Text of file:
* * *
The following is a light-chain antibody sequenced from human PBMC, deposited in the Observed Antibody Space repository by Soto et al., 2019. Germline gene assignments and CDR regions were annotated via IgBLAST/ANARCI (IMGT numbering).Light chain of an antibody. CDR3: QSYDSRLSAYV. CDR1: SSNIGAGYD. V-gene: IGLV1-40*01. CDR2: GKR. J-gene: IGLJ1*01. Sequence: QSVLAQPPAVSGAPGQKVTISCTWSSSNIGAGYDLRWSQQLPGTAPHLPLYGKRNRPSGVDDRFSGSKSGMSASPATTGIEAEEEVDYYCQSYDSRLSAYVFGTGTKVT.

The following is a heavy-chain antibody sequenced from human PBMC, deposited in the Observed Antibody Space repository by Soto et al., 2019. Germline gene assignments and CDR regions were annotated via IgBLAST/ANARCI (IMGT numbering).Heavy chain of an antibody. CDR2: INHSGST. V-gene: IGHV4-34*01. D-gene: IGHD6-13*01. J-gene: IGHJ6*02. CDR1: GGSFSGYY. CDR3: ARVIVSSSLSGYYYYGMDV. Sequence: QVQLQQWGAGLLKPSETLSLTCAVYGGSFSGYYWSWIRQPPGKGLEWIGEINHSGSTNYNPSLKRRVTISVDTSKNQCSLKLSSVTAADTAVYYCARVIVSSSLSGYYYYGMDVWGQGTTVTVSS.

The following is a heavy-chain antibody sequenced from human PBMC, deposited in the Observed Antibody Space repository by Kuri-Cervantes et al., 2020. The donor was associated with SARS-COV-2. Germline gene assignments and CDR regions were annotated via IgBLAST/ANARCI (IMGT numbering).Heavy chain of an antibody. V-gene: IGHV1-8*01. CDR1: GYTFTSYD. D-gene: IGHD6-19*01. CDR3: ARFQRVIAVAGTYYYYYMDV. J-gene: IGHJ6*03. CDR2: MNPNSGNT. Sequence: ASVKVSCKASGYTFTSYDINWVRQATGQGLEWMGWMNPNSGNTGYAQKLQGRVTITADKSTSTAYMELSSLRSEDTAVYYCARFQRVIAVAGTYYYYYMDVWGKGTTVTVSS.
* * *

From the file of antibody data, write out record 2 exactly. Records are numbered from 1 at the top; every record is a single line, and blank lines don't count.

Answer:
The following is a heavy-chain antibody sequenced from human PBMC, deposited in the Observed Antibody Space repository by Soto et al., 2019. Germline gene assignments and CDR regions were annotated via IgBLAST/ANARCI (IMGT numbering).Heavy chain of an antibody. CDR2: INHSGST. V-gene: IGHV4-34*01. D-gene: IGHD6-13*01. J-gene: IGHJ6*02. CDR1: GGSFSGYY. CDR3: ARVIVSSSLSGYYYYGMDV. Sequence: QVQLQQWGAGLLKPSETLSLTCAVYGGSFSGYYWSWIRQPPGKGLEWIGEINHSGSTNYNPSLKRRVTISVDTSKNQCSLKLSSVTAADTAVYYCARVIVSSSLSGYYYYGMDVWGQGTTVTVSS.